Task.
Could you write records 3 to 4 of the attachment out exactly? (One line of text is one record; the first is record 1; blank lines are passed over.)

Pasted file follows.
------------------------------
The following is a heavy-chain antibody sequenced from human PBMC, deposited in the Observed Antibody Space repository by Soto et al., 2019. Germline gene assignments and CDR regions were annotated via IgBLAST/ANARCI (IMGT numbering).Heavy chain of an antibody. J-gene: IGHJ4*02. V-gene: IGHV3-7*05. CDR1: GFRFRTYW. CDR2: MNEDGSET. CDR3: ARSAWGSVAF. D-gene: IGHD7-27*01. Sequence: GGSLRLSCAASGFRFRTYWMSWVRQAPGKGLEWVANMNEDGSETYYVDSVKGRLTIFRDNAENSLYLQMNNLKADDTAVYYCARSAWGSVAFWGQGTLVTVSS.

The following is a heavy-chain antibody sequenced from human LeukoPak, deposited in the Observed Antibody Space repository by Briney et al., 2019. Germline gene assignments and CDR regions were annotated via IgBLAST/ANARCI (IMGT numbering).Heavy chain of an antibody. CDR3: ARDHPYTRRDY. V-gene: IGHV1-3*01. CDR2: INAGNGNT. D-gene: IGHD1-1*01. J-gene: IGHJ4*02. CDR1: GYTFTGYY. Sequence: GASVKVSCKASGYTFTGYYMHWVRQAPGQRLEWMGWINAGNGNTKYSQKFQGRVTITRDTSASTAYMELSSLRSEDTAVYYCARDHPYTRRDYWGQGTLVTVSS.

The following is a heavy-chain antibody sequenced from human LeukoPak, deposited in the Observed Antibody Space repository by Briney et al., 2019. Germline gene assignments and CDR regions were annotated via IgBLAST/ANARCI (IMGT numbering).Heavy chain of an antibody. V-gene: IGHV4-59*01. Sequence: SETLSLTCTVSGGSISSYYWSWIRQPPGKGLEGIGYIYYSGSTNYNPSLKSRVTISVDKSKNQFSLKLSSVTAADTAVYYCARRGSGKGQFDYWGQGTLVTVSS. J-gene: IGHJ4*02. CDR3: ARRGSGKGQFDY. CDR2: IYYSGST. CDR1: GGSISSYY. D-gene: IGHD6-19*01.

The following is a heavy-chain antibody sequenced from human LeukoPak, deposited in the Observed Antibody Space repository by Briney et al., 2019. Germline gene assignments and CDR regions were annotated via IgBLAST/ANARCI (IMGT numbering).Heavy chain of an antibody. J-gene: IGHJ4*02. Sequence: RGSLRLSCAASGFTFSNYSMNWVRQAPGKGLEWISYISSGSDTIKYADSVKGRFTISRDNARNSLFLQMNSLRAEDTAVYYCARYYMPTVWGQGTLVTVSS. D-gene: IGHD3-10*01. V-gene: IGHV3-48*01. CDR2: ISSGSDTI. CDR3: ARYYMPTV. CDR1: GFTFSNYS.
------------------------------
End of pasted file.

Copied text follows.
The following is a heavy-chain antibody sequenced from human LeukoPak, deposited in the Observed Antibody Space repository by Briney et al., 2019. Germline gene assignments and CDR regions were annotated via IgBLAST/ANARCI (IMGT numbering).Heavy chain of an antibody. V-gene: IGHV4-59*01. Sequence: SETLSLTCTVSGGSISSYYWSWIRQPPGKGLEGIGYIYYSGSTNYNPSLKSRVTISVDKSKNQFSLKLSSVTAADTAVYYCARRGSGKGQFDYWGQGTLVTVSS. J-gene: IGHJ4*02. CDR3: ARRGSGKGQFDY. CDR2: IYYSGST. CDR1: GGSISSYY. D-gene: IGHD6-19*01.

The following is a heavy-chain antibody sequenced from human LeukoPak, deposited in the Observed Antibody Space repository by Briney et al., 2019. Germline gene assignments and CDR regions were annotated via IgBLAST/ANARCI (IMGT numbering).Heavy chain of an antibody. J-gene: IGHJ4*02. Sequence: RGSLRLSCAASGFTFSNYSMNWVRQAPGKGLEWISYISSGSDTIKYADSVKGRFTISRDNARNSLFLQMNSLRAEDTAVYYCARYYMPTVWGQGTLVTVSS. D-gene: IGHD3-10*01. V-gene: IGHV3-48*01. CDR2: ISSGSDTI. CDR3: ARYYMPTV. CDR1: GFTFSNYS.